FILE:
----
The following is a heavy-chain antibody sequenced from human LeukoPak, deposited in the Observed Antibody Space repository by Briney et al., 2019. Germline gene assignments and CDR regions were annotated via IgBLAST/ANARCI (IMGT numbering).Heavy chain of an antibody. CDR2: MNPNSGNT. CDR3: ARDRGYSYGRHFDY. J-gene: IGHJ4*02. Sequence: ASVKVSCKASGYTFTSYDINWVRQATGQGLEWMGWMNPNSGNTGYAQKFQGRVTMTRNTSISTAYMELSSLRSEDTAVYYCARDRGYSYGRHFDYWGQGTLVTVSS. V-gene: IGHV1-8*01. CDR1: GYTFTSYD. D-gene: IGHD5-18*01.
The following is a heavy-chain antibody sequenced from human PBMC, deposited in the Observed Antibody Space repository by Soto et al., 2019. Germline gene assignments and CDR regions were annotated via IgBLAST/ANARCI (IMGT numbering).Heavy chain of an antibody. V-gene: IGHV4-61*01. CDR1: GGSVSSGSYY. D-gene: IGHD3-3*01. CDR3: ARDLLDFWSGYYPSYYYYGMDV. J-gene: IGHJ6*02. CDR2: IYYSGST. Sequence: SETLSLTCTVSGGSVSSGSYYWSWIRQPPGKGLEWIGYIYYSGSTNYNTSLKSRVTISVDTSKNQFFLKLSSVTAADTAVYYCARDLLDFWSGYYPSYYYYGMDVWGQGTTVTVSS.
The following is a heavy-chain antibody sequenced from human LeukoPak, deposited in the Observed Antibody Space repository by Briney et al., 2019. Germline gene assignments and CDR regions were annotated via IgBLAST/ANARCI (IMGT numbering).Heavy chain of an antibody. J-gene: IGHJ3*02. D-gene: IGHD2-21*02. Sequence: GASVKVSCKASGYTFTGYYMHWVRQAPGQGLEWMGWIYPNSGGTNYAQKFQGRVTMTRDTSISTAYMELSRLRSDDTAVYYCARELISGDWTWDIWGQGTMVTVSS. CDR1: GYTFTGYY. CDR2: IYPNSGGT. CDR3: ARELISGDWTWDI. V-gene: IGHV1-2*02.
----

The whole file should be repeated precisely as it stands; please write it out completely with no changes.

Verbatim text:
The following is a heavy-chain antibody sequenced from human LeukoPak, deposited in the Observed Antibody Space repository by Briney et al., 2019. Germline gene assignments and CDR regions were annotated via IgBLAST/ANARCI (IMGT numbering).Heavy chain of an antibody. CDR2: MNPNSGNT. CDR3: ARDRGYSYGRHFDY. J-gene: IGHJ4*02. Sequence: ASVKVSCKASGYTFTSYDINWVRQATGQGLEWMGWMNPNSGNTGYAQKFQGRVTMTRNTSISTAYMELSSLRSEDTAVYYCARDRGYSYGRHFDYWGQGTLVTVSS. V-gene: IGHV1-8*01. CDR1: GYTFTSYD. D-gene: IGHD5-18*01.
The following is a heavy-chain antibody sequenced from human PBMC, deposited in the Observed Antibody Space repository by Soto et al., 2019. Germline gene assignments and CDR regions were annotated via IgBLAST/ANARCI (IMGT numbering).Heavy chain of an antibody. V-gene: IGHV4-61*01. CDR1: GGSVSSGSYY. D-gene: IGHD3-3*01. CDR3: ARDLLDFWSGYYPSYYYYGMDV. J-gene: IGHJ6*02. CDR2: IYYSGST. Sequence: SETLSLTCTVSGGSVSSGSYYWSWIRQPPGKGLEWIGYIYYSGSTNYNTSLKSRVTISVDTSKNQFFLKLSSVTAADTAVYYCARDLLDFWSGYYPSYYYYGMDVWGQGTTVTVSS.
The following is a heavy-chain antibody sequenced from human LeukoPak, deposited in the Observed Antibody Space repository by Briney et al., 2019. Germline gene assignments and CDR regions were annotated via IgBLAST/ANARCI (IMGT numbering).Heavy chain of an antibody. J-gene: IGHJ3*02. D-gene: IGHD2-21*02. Sequence: GASVKVSCKASGYTFTGYYMHWVRQAPGQGLEWMGWIYPNSGGTNYAQKFQGRVTMTRDTSISTAYMELSRLRSDDTAVYYCARELISGDWTWDIWGQGTMVTVSS. CDR1: GYTFTGYY. CDR2: IYPNSGGT. CDR3: ARELISGDWTWDI. V-gene: IGHV1-2*02.